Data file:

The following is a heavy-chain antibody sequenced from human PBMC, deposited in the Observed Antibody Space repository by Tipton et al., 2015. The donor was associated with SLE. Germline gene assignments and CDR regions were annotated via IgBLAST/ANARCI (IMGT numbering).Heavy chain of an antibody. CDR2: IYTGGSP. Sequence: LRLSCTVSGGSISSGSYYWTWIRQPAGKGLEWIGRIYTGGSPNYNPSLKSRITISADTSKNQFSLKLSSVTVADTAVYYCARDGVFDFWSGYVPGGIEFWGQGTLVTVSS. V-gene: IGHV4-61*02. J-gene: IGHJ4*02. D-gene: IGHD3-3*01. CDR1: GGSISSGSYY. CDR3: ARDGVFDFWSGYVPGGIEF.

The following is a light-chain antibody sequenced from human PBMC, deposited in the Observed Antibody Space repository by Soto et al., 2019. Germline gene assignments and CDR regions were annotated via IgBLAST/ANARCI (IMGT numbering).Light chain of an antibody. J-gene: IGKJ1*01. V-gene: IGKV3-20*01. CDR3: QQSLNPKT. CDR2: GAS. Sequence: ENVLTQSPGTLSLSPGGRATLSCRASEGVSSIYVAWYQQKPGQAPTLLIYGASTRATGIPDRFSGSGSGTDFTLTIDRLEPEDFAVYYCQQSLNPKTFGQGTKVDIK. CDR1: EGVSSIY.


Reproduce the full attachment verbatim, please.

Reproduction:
The following is a heavy-chain antibody sequenced from human PBMC, deposited in the Observed Antibody Space repository by Tipton et al., 2015. The donor was associated with SLE. Germline gene assignments and CDR regions were annotated via IgBLAST/ANARCI (IMGT numbering).Heavy chain of an antibody. CDR2: IYTGGSP. Sequence: LRLSCTVSGGSISSGSYYWTWIRQPAGKGLEWIGRIYTGGSPNYNPSLKSRITISADTSKNQFSLKLSSVTVADTAVYYCARDGVFDFWSGYVPGGIEFWGQGTLVTVSS. V-gene: IGHV4-61*02. J-gene: IGHJ4*02. D-gene: IGHD3-3*01. CDR1: GGSISSGSYY. CDR3: ARDGVFDFWSGYVPGGIEF.

The following is a light-chain antibody sequenced from human PBMC, deposited in the Observed Antibody Space repository by Soto et al., 2019. Germline gene assignments and CDR regions were annotated via IgBLAST/ANARCI (IMGT numbering).Light chain of an antibody. J-gene: IGKJ1*01. V-gene: IGKV3-20*01. CDR3: QQSLNPKT. CDR2: GAS. Sequence: ENVLTQSPGTLSLSPGGRATLSCRASEGVSSIYVAWYQQKPGQAPTLLIYGASTRATGIPDRFSGSGSGTDFTLTIDRLEPEDFAVYYCQQSLNPKTFGQGTKVDIK. CDR1: EGVSSIY.